The three pillars of self-discipline—Aspiration, Awareness, and Action—culminate in determination. That is their essence and their ethos. With determination you naturally have focus, confidence, and power. It is the synthesis of motivation and commitment.
When you are determined to make a change in your life, to achieve a certain goal or transformation, you naturally start practicing the three pillars—you embrace your aspirations, live with more awareness, and take consistent action. Determination leads to self-discipline. It also makes your path smoother, and your journey shorter.
Determination Overcomes Obstacles
Whatever journey you are in, you are bound to meet many challenges, obstacles, hindrances, and setbacks. When you do, remember this key mindset: “The obstacles in my way are not here to break me, but are here to make me stronger.”
Let me attempt to make this measurable, so we can fully understand what this means.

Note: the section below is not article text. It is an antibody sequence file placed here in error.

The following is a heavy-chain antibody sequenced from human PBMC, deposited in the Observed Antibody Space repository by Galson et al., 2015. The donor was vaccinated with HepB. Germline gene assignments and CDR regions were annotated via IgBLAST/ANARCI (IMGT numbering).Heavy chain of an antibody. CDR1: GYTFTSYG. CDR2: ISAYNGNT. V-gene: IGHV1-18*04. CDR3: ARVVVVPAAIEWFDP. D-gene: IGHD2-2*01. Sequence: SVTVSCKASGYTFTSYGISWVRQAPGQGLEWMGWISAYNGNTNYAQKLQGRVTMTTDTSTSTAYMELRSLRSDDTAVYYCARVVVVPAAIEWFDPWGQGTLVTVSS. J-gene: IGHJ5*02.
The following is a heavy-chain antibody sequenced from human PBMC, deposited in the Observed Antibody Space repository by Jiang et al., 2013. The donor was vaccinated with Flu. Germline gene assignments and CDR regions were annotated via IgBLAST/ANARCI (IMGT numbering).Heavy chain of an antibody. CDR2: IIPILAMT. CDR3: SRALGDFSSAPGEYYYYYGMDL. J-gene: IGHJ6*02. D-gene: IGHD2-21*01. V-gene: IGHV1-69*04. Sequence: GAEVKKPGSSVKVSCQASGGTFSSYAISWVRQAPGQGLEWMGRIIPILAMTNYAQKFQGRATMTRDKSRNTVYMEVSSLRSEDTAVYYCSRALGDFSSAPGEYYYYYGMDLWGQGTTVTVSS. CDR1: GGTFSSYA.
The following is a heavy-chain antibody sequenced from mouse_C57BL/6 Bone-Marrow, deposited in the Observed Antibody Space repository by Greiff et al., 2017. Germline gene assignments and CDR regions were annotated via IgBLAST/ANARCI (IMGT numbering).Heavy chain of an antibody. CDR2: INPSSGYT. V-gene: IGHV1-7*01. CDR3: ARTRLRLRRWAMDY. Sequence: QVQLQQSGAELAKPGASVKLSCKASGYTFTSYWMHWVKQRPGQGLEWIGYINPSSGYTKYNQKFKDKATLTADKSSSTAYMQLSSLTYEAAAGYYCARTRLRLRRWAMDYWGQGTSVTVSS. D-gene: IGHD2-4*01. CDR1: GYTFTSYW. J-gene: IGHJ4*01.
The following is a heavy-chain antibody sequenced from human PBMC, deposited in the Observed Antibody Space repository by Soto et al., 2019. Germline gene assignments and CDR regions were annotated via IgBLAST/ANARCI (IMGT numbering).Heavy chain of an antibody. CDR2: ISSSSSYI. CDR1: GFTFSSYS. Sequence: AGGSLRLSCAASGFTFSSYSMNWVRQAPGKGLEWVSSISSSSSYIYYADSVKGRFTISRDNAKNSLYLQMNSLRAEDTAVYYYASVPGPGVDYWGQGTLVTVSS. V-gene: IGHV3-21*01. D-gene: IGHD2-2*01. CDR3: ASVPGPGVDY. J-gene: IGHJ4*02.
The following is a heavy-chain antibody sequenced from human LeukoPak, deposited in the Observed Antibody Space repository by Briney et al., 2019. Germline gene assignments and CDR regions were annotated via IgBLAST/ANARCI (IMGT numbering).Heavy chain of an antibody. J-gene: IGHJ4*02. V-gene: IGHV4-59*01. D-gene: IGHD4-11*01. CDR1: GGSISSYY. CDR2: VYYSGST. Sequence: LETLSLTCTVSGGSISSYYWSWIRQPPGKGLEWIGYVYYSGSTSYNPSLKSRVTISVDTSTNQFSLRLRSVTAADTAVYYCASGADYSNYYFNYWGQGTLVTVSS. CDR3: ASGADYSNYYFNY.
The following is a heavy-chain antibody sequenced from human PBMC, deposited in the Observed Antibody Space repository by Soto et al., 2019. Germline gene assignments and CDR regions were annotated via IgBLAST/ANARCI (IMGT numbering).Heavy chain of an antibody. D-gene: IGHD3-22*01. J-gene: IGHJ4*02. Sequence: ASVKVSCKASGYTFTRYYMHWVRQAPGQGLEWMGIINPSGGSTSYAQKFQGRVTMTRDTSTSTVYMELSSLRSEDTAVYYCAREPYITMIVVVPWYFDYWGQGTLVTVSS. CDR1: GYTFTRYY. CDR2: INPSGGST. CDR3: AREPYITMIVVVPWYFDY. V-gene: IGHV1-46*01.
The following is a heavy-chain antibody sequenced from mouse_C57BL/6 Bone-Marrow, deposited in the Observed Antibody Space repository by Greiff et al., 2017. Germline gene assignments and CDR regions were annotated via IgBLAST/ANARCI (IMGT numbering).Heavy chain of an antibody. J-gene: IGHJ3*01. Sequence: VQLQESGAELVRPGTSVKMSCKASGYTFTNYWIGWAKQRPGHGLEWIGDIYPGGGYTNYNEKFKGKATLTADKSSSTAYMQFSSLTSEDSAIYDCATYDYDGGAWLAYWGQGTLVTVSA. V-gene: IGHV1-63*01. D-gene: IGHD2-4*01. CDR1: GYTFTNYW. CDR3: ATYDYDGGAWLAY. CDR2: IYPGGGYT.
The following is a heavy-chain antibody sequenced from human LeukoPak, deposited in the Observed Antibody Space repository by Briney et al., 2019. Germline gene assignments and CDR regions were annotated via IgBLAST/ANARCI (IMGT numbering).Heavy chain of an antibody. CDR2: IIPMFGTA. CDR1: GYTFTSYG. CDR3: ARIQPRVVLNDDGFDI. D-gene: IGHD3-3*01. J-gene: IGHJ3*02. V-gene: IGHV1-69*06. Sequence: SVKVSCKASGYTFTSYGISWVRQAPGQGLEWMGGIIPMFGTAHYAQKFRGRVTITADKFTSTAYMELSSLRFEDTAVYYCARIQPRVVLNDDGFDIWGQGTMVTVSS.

Imagine that we can attribute a number to every obstacle we face. The higher the number, the bigger the challenge. For example, if you want to wake up early every day and work on your side project for an hour, you will face obstacles of different nature and strength.
- The temptation of snoozing the alarm might be a challenge of power 5
- Getting distracted with social media might be a challenge of power 7
- Procrastinating on a boring task might be a challenge of power 10
- The self-doubt that tells you “this is not going to work” might be power 30.
The challenges will be different from person to person, and from goal to goal. Yet one thing is certain: to overcome a particular obstacle, you need to become more powerful than that obstacle. Where does that power come from?
Your determination is the measure of how committed you are to your aspirations—it’s your personal power. It determines how much effort you are willing to put, and how resilient you will be. It shows where is your breaking-point.
Every obstacle, then, can be seen as an invitation for you to hold on to your values, and increase your personal power. Every obstacle is here to make you stronger, wiser, more determined.